Discussion in 'General Ranchero Help' started by handy_andy_cv64, Jul 21, 2016.
I use lifting straps, but you surely have some chain lying around.
The chain I had, I can't find, and I don't remember if I gave it to the guy that bought my F4TE 351W when I sold it, or to the guy that bought my cherry picker when I sold it; I searched through my storage a few days ago without finding it.
Get a Clevis hook to use as an adapter for the the larger hook up on the lift.
You could always sacrifice a couple of wire coat hangers to tie it up
YEA thats it a Clevis (very smart answer ) why did i think of that
Or get a smaller hook for the lift, probably less expensive.
I'll keep both the clevis and the secondary hook in mind, otherwise, I'll just buy another chain.
So I went to Lowe's, and the largest clevises they had in stock, I couldn't guarantee they would fit over the hook, so I opted to buy a new hank of chain, and I'll just bolt it to the lifting plate. Problem solved.
Engine and trans are out. Pics to come later. Found some metal shavings and a metal piece on the back gallery, but I don't see any damage back on the block, the flexplate or the separator plate, so I'm currently puzzled. The rear main has been leaking but it's getting changed anyway. As soon as I get the engine on the stand, I'll pull the tin, front cover and manifolds.
Probably just your sidereal governor.
Those things break all the time.
Pics to post up in a little while.
So, today's efforts--I finally got the engine and trans pulled. As you can see, it's a filth monster. The exhaust manifold is from the donor, as evidenced by the junk oxygen sensor plugging the bung.
Here's a partial shot of the boom and rigging in the garage. The chainfall's rated for 3 tons; however, I wouldn't want to test the boom and stanchion to that weight, no matter how close the load was to the stanchion. And yes, there will be a corner mancave, complete with bar, TV, stereo, etc.
You can see the size of the hook, and how I solved lifting everything out.
Here's a closer close-up of the oil dipstick and timing cover. On this 351W, it had EEC II carburetion, so there was a crank sensor (you can see the reluctor on the damper) with cast bracket. All I did was cut it off, then drilled the cast boss the approximate diameter of the aftermarket dipstick tube.
So I've been finally working on getting the tin, timing cover and manifolds removed to clean them up and install new gaskets and seals, especially the timing cover. I pulled the damper and then put it back on to the crank snout to take a look at the seal lip, and it does appear to be a couple RPH's less pressure at the 6:00 position, and attempting to roll the lip at 12:00. If the machinist had said "Don't use the locating dowels," I wouldn't have, so I'll be using John's method of setting the timing cover to make the seal cover uniformly. With the very small amount of change to make the seal cover better, I was originally concerned about the oil pan gaskets and front pan lip seal, but I think it should not be a problem. That is what black spooge RTV is for, is it not?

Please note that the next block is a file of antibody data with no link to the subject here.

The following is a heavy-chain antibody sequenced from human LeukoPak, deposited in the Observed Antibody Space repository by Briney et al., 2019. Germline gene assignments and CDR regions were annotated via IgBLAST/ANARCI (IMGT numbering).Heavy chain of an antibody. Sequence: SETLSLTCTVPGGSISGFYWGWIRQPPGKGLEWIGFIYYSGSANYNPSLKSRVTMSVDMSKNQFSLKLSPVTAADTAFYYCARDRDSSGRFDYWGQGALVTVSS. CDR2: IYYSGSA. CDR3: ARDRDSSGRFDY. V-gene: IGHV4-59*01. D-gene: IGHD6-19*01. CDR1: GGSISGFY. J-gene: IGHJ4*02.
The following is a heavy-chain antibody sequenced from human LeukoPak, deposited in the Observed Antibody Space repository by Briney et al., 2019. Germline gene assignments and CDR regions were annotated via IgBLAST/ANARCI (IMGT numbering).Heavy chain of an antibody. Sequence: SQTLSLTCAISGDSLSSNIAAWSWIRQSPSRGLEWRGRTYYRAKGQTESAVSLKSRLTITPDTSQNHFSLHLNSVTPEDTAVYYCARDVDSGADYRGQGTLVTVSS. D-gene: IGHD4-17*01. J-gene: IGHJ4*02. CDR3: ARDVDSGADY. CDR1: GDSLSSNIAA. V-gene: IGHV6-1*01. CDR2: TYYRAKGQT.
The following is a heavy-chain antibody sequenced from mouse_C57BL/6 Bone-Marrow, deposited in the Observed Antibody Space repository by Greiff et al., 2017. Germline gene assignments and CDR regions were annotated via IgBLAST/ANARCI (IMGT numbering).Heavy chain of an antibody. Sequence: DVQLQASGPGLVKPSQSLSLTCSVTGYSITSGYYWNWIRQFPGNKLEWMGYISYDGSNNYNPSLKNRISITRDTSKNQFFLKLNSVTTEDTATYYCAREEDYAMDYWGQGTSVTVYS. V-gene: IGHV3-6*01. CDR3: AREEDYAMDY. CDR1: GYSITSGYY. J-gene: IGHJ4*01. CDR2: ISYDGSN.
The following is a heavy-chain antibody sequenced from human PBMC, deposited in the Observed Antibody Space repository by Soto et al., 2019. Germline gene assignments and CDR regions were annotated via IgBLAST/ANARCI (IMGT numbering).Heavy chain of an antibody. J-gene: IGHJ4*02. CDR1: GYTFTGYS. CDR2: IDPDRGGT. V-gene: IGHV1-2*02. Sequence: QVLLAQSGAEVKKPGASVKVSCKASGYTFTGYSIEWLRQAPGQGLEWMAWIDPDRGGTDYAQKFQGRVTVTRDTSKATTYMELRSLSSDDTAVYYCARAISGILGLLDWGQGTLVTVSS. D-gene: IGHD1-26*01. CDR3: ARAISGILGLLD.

Yeah, when floating the cover, if it is high at noon, you need to take a close look at the curved area of the pan/cover interface when installing the oil pan. RTV will work in the flat areas on the sides, but not so well there. A strip of gasket material approx. the thickness of the amount raised installed between the gasket and the cover will ensure a good seal.
Doing it with the pan on can be done, but is a bit more complicated. You have it out, so do it the easy way. Anyway, a pan installed with the engine upside down is far less likely to leak from any point.
That is the plan, the pan will be the last to go on, in order to ensure the timing cover is good and set before attaching the pan.
These look a ton better. I'm sure part of it was getting the choke thermostat installed and properly set. These have about 7-8K miles on them. And when I pulled the timing cover and valve covers, cleanliness abounded.
Pulled the oil pan:
Very clean for 30+K miles and running too rich. There was only just a very tiny layer of schmutz, which you can see.
Banged on all the caps, no hollow sounds. Went ahead and pulled the rear main cap to replace the rear main seal, the babbitt on the bearing was still intact, with only the absolutely barest rotational wear and no thrust wear visible. Even when I went to retorque the cap, there just was the most minimal thrust on the crank. Thank God for newer oil formulas, because this rig sat for over a decade versus the time I drove it (to include the small amount of time Dale drove it).
The Gong Show was fun at the time, but a plastigauge is the go/nogo test.
I used Plastiguage when I built it, and it was in the sweet spot at that time, so with the very small amount of wear on the babbitt, I saw no need to do it again. The oil pressure comes on instantly on startup and the needle stays halfway, even on a hot day, so I see no reason to do or suspect anything. I'm just thrilled it's acting so good these many years later.
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